Exploding hoverboards could spark a legal nightmare for manufacturers
14 January 2016
The must have Christmas gift of 2015 – the hoverboard – could turn into a legal nightmare for the toys’ manufacturers, warns leading personal injury law firm Maurice Blackburn Lawyers.
There have been numerous reports of the batteries in the hoverboards exploding while on charge, burning down at least one home already. Nine hoverboards have now been recalled by the Australian Competition and Consumer Commission. There are also reports Chinese companies have been caught issuing deceptive safety certificates.
While damage to property is generally claimed through your home and contents insurance, anyone who is injured by the exploding toys or hurt in any resulting fires can make a claim for compensation.
“Individuals who have been injured by a product or who have personally suffered loss or damage as a result of a defective product can bring an action for compensation on a number of grounds, including negligence and/or a breach of Australian consumer law,” explains Maurice Blackburn personal injury lawyer Michaela Bartonkova.
“A product has a safety defect if its safety is not what the community is generally entitled to expect and, certainly in the case of hoverboards, randomly bursting into flames is clearly a defect,” said Dimi Ioannou.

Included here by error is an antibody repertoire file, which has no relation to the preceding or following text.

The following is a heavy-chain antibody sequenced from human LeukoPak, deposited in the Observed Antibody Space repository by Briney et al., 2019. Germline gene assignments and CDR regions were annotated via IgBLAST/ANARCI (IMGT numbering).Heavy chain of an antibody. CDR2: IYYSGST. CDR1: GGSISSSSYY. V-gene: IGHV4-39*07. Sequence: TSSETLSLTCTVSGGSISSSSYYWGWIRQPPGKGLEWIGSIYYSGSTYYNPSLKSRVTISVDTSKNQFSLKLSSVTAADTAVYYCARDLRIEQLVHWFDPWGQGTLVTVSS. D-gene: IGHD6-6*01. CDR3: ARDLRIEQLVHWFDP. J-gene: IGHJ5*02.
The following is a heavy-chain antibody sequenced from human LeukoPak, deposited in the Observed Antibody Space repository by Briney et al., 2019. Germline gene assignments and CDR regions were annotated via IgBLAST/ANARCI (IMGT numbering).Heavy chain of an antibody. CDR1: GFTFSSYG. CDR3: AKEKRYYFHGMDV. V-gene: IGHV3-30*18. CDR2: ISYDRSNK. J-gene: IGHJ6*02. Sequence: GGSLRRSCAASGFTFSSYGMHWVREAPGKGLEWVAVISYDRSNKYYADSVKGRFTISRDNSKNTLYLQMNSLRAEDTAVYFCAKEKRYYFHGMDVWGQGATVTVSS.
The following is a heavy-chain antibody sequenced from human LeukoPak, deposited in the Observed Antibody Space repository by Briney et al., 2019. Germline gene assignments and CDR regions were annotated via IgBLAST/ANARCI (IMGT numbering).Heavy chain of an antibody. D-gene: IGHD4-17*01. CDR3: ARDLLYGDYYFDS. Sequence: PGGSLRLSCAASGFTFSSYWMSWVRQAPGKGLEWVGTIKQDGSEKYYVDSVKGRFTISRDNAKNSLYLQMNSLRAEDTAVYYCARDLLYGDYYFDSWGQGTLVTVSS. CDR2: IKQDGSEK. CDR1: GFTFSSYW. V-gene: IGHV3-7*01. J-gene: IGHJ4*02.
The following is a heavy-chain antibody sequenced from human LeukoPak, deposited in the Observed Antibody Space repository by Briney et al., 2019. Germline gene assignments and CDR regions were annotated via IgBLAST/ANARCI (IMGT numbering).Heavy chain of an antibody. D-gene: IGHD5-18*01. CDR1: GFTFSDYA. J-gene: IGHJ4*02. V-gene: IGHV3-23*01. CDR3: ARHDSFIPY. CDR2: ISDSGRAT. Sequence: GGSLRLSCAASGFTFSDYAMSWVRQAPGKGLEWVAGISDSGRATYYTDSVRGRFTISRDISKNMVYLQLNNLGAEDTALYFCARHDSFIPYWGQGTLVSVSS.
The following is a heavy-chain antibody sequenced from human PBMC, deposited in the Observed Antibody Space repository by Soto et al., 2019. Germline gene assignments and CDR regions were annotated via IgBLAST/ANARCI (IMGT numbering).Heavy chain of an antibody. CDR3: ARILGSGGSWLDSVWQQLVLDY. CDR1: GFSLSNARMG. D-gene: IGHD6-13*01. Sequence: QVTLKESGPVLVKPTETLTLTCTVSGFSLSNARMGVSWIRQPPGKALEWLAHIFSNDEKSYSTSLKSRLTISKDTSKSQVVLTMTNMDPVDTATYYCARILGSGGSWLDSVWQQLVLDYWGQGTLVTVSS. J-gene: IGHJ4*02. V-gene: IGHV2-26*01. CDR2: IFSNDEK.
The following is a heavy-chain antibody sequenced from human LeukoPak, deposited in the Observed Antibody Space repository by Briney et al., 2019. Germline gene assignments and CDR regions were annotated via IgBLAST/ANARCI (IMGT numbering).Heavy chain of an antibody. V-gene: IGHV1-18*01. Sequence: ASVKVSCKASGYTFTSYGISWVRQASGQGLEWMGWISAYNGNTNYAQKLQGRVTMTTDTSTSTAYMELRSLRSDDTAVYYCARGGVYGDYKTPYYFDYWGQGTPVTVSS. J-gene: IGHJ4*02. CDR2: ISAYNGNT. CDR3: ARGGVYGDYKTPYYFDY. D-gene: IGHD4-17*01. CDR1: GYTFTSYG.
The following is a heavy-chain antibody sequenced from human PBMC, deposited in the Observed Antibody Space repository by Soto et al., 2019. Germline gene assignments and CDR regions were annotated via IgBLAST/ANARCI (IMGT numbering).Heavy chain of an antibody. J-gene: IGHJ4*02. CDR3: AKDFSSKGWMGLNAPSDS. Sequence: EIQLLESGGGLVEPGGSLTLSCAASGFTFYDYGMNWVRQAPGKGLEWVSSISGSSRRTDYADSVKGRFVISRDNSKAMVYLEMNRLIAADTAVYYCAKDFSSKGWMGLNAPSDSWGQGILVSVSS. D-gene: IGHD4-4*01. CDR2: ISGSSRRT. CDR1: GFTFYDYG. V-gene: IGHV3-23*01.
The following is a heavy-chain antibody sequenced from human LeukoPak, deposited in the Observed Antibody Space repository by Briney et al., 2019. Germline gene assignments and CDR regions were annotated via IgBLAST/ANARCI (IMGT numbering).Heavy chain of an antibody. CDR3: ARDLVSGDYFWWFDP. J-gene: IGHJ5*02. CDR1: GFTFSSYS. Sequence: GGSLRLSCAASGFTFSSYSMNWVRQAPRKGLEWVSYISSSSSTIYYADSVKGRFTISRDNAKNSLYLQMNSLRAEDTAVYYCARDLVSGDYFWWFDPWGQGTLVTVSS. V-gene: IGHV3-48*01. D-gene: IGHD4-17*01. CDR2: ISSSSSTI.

Dependants of a person injured or killed by a safety defect can also claim for losses they have suffered.
What should you do if you have suffered an injury/loss or damage?
Keep the product;
Report the incident to the store/manufacturer;
Keep receipts of all your out of pocket expenses;
Take photos of the product, and
Keep a copy of your proof of purchase.
Consumers generally have three years to bring action from the date they become aware of the loss suffered, the defect in the goods, and the identity of the manufacturer.
If you bought a recalled model it is your right under Australian Consumer Law to return it to the store and ask for a refund.